Source: Criminology - August 8, 2019 Category: Criminology Authors: Timothy C. Barnum, Starr J. Solomon Tags: ARTICLE Source Type: research

Inequalities and crime
AbstractThe study of inequalities undergirds much of criminology. At times, however, we may take the impact of inequalities for granted and miss opportunities to problematize the strong link between inequalities and crime. In this address, I maintain that it is important to step back and recognize that economic, race, ethnic, gender, and other inequalities are at the core of criminology. More explicit consensus about the centrality of the link between inequalities and crime will allow for our field to speak to the major social and political issues of our time and will strengthen the field. In this address, I highlight some...
Source: Criminology - July 17, 2019 Category: Criminology Authors: Karen Heimer Tags: 2018 PRESIDENTIAL ADDRESS TO THE AMERICAN SOCIETY OF CRIMINOLOGY Source Type: research

Development of impulsivity and risk ‐seeking: Implications for the dimensionality and stability of self‐control*
In this study, we draw on Steinberg's dual systems model, introduced in 2008, to consider this issue further. We examine that model's two key elements of low self‐contr ol—risk‐seeking and impulsivity—to determine whether they are empirically distinguishable from one another and have differing developmental trajectories from childhood to early adulthood. We also consider the consequences of changes in risk‐seeking and impulsivity for within‐individual cha nges in crime. We examine these issues with data from the National Longitudinal Survey of Youth 1979 (NLSY79) for individuals from 10 to 30 years old....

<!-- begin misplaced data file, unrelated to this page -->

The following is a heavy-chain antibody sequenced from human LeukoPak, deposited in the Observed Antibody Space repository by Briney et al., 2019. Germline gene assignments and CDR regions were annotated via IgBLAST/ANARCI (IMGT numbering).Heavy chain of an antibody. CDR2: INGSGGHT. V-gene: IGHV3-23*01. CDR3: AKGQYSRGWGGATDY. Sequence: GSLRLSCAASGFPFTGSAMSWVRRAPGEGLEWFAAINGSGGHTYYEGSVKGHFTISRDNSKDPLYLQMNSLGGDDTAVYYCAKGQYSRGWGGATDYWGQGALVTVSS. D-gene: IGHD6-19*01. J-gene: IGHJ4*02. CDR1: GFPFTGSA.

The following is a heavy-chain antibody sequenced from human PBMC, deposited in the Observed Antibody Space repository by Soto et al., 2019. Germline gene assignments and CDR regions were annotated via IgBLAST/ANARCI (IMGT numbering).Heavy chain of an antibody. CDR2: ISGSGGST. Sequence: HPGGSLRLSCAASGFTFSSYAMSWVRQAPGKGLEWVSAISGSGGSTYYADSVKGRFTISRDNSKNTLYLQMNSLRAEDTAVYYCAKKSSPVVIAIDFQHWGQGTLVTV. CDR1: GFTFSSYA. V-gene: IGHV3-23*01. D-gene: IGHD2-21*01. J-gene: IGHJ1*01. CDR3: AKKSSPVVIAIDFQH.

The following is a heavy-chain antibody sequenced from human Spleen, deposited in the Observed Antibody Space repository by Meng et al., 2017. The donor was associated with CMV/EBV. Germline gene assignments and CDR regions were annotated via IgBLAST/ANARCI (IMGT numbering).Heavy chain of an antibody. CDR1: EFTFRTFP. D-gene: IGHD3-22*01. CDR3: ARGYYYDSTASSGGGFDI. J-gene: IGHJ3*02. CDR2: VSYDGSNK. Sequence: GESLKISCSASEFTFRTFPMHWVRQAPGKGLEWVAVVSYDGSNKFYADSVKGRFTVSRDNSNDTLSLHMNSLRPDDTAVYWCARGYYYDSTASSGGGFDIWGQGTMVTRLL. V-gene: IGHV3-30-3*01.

Source: Criminology - June 11, 2019 Category: Criminology Authors: Walter Forrest, Carter Hay, Alex O. Widdowson, Michael Rocque Tags: ARTICLE Source Type: research

Taking sides: Gender and third ‐party partisanship in disputes*
AbstractWe examine the role of a norm protecting women in understanding third ‐party partisanship in verbal and violent disputes. Our analyses are based on reports provided by male inmates and men they know who have never been arrested. The results show that third parties are more likely to support female adversaries than male adversaries. The gender effect is stronger when we control for the relational distance between adversaries, which indicates that a privacy norm might inhibit this normative protection. The gender effect is somewhat weaker when we control for the relative physical size of the adversaries, which indi...
Source: Criminology - June 11, 2019 Category: Criminology Authors: Ethan M. Rogers, Richard B. Felson, Mark T. Berg, Andrew Krajewski Tags: ARTICLE Source Type: research

Development of impulsivity and risk ‐seeking: Implications for the dimensionality and stability of self‐control*
In this study, we draw on Steinberg's dual systems model, introduced in 2008, to consider this issue further. We examine that model's two key elements of low self‐contr ol—risk‐seeking and impulsivity—to determine whether they are empirically distinguishable from one another and have differing developmental trajectories from childhood to early adulthood. We also consider the consequences of changes in risk‐seeking and impulsivity for within‐individual cha nges in crime. We examine these issues with data from the National Longitudinal Survey of Youth 1979 (NLSY79) for individuals from 10 to 30 years old....
Source: Criminology - June 11, 2019 Category: Criminology Authors: Walter Forrest, Carter Hay, Alex O. Widdowson, Michael Rocque Tags: ARTICLE Source Type: research

Consequences of mental and physical health for reentry and recidivism: Toward a health ‐based model of desistance*
AbstractDuring the last few decades, criminologists have identified several adult roles and statuses, including employment, positive family relations, and economic stability, as critical for promoting successful reintegration and desistance. Very few researchers, however, have investigated the conditions that serve to bring about these transitions and successes crucial for behavior change. As a complement to a burgeoning amount of literature on the impact of incarceration on health, we emphasize the reverse: Health has important implications for reentry outcomes and reincarceration. Informed by multiple disciplines, we adv...
Source: Criminology - June 10, 2019 Category: Criminology Authors: Nathan W. Link, Jeffrey T. Ward, Richard Stansfield Tags: ARTICLE Source Type: research